I’m not one for resolutions. I realize how cliche that sounds, and that being “anti-resolution” is just as mainstream as making resolutions these days. But I’ve never stood hopefully on the precipice of change on December 31st, and I’ve never looked up three weeks into January, already failed in my year’s goals. So at least I have that going for me, right?
In addition to being anti-resolution, I’m not, nor have I ever been, athletic. I don’t come from a family of healthy types, spending our weekends hiking and running and juicing, or whatever. I worship at the altar of TV, lazy days, Ben & Jerry and naps. Which makes it all the more bizarre that on Labor Day Weekend in 2011, I found myself at Mount Rainier National Park in Washington state, beginning a four day climb of the tallest peak in the lower 48.
I guess you could call it a resolution… if resolutions are thingsÂ you’re talked intoÂ at family weddings. Not my familyâ€“my boyfriend’s (now fiancĂ©). In the fall of 2010, having dated a year, we did what all 20/30-somethings do over the course of their relationship: attended a wedding together (or six). And at one of these weddings, his entire family decided they would climb Mount Rainier the next summer, and that I should join them. In truth, I’d never had any real mountain climbing desires, but I was looking for an excuse to get into some sort of shape, aside from round. I was (and am) a size 2, with no concrete motivation like weight loss to kick my butt into high gear (sorry, I have no justification for being a skinny slug, feel free to stop reading now), but I needed something. So why not a 14,400 foot mountain?
I started training that January (which was a complete coincidence, I promise) with nine months to go and the Couch to 5k app. I ran three times a week on a treadmill in my apartment building, often climbing 30 flights of stairs to the gym before running. I ran a 5k in April with two friends, joined a gym and discovered my love for exercise classes (more on that to come). I did two trial hikes over the summer. One of those trial hikes was from 218th street 15 miles down the entire west side of Manhattan to the seaport, wearing 40 pounds in a hiking backpack. In 90-degree July heat.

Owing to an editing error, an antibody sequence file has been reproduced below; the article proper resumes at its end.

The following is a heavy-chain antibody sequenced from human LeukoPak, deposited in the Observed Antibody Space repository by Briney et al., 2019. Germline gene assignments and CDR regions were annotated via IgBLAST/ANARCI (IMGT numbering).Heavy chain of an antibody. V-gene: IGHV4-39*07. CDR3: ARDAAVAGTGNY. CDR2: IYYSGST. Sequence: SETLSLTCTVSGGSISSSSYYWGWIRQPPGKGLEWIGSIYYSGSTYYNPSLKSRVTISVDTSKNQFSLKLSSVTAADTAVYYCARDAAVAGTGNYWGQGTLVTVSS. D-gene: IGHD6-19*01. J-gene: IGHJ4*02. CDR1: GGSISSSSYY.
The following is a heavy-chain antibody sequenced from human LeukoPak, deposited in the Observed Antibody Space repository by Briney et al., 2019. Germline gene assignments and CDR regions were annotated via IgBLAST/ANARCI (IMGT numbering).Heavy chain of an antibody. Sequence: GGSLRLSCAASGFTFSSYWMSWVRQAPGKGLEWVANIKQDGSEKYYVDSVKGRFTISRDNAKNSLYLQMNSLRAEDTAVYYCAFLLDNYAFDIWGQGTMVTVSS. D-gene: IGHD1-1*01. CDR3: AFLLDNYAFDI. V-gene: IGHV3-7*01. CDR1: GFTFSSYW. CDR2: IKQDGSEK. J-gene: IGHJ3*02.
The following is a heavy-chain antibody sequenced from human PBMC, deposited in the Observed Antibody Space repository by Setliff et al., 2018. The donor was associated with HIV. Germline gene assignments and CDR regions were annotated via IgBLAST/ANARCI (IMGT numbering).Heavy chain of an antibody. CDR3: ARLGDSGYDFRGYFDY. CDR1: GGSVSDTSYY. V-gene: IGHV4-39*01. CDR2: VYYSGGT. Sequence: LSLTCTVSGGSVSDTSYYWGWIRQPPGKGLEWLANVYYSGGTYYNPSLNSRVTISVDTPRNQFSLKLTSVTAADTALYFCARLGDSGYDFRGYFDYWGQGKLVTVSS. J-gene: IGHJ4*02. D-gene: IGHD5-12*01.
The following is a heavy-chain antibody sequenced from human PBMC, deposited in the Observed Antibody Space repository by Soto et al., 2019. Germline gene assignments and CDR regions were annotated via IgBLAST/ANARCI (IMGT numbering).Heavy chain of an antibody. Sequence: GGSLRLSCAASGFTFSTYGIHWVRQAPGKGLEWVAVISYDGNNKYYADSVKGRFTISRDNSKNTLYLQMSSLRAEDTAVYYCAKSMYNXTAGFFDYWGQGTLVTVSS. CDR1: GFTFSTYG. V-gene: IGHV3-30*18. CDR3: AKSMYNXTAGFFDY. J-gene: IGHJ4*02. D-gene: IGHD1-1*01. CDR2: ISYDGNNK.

So really what I’m saying is: for one sweaty nine-month stretch, I was hardcore. And by the time we got to Seattle (after a slight delay from Hurricane Irene, remember her?), I was prepared. We rented thousands of dollars worth of equipment, joined a group of 18 people, and on the first day, we sat in an introductory meeting where everyone had to say why they were there. Almost everyone in the group lived nearby or had grown up nearby and was fulfilling a life-long dream of climbing Mount Rainier. They were motivated by an intense inner-desire to climb; I was basically thereÂ on a dare. I realized something important about myself in that meeting: While I had little interest in the mountain per se (though it IS really pretty), I was motivated by motivation itself. I needed a goal, mountain or otherwise. Suddenly, I understood all the sayings about journey versus destination, eye-roll-inducing as they are.
Since life truly is about the journey, not the destination, I guess I don’t have to tell you what happened during the four-day climb, right? Whether or not I made it to the top is less important than the journey spent training to get there. No?
Ok, fine, I didn’t make it to the top. Not even close, I quit on day three. After the introductory meeting and snow school, we set out for the ascent to base camp (10,000 feet) where we would sleep and then depart on the summit climb in the middle of the night. I never made it to base camp. Instead, I cried, got blisters on my hands from the hiking poles we carried, had a complete meltdown, and got a migraine. It was fantastic.
I wish I could say I regretted quitting or that Iâ€™ve gone back and summitted since then (redemption!). But this isnâ€™t an after school special, so that couldnâ€™t be further from the truth. Even though it didnâ€™t go as planned, one of the things Mount Rainier gave me was a reason to try anything and everything, fitness-wise, and a side-eyed, skeptical approach to all exercise classes. So thatâ€™s what Iâ€™m doing here: Iâ€™ll be trying classes and reviewing them from a normal girlâ€™s perspective, you know, from the back row.
Photo: Craighton Miller